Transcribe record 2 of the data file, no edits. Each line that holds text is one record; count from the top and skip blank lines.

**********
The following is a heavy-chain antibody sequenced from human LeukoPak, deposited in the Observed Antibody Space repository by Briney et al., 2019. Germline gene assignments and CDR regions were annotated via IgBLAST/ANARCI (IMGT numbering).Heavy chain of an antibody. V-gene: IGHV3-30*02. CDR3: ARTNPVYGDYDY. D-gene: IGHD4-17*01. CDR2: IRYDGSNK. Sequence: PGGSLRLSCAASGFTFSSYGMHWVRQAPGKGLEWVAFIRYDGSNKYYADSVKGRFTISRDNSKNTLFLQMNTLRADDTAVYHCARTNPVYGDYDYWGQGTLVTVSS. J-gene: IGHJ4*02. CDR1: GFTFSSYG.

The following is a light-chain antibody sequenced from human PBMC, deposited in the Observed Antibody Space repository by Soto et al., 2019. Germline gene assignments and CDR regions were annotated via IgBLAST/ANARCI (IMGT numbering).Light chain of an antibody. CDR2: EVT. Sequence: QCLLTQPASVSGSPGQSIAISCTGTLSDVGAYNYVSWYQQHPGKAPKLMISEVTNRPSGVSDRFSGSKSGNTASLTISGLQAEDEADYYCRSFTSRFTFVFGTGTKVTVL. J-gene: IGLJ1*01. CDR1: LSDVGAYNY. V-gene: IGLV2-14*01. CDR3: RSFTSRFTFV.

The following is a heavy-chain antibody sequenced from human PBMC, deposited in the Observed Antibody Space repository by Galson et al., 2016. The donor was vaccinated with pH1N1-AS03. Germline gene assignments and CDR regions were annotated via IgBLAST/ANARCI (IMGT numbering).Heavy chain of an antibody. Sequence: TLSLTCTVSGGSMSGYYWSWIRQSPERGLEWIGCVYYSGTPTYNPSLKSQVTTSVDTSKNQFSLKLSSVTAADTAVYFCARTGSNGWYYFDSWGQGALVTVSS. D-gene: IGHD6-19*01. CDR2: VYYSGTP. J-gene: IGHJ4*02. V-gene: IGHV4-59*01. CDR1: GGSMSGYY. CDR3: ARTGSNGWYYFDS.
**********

The following is a light-chain antibody sequenced from human PBMC, deposited in the Observed Antibody Space repository by Soto et al., 2019. Germline gene assignments and CDR regions were annotated via IgBLAST/ANARCI (IMGT numbering).Light chain of an antibody. CDR2: EVT. Sequence: QCLLTQPASVSGSPGQSIAISCTGTLSDVGAYNYVSWYQQHPGKAPKLMISEVTNRPSGVSDRFSGSKSGNTASLTISGLQAEDEADYYCRSFTSRFTFVFGTGTKVTVL. J-gene: IGLJ1*01. CDR1: LSDVGAYNY. V-gene: IGLV2-14*01. CDR3: RSFTSRFTFV.